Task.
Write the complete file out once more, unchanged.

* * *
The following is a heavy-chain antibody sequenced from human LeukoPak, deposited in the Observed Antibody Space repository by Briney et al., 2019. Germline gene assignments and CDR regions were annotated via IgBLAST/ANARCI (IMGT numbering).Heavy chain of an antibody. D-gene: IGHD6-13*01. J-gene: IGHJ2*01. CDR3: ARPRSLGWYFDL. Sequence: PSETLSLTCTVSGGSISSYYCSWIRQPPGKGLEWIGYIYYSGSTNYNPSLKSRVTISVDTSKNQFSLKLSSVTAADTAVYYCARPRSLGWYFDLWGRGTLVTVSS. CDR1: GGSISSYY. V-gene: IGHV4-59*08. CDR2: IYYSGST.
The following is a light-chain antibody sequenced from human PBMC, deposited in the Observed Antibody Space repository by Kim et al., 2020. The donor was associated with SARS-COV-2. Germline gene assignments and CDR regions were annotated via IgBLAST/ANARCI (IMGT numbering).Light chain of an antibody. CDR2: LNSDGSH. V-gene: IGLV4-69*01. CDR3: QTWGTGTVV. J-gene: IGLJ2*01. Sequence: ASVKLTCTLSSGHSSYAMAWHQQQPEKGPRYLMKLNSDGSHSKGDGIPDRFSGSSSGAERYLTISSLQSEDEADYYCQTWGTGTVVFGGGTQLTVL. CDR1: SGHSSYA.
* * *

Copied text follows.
The following is a heavy-chain antibody sequenced from human LeukoPak, deposited in the Observed Antibody Space repository by Briney et al., 2019. Germline gene assignments and CDR regions were annotated via IgBLAST/ANARCI (IMGT numbering).Heavy chain of an antibody. D-gene: IGHD6-13*01. J-gene: IGHJ2*01. CDR3: ARPRSLGWYFDL. Sequence: PSETLSLTCTVSGGSISSYYCSWIRQPPGKGLEWIGYIYYSGSTNYNPSLKSRVTISVDTSKNQFSLKLSSVTAADTAVYYCARPRSLGWYFDLWGRGTLVTVSS. CDR1: GGSISSYY. V-gene: IGHV4-59*08. CDR2: IYYSGST.
The following is a light-chain antibody sequenced from human PBMC, deposited in the Observed Antibody Space repository by Kim et al., 2020. The donor was associated with SARS-COV-2. Germline gene assignments and CDR regions were annotated via IgBLAST/ANARCI (IMGT numbering).Light chain of an antibody. CDR2: LNSDGSH. V-gene: IGLV4-69*01. CDR3: QTWGTGTVV. J-gene: IGLJ2*01. Sequence: ASVKLTCTLSSGHSSYAMAWHQQQPEKGPRYLMKLNSDGSHSKGDGIPDRFSGSSSGAERYLTISSLQSEDEADYYCQTWGTGTVVFGGGTQLTVL. CDR1: SGHSSYA.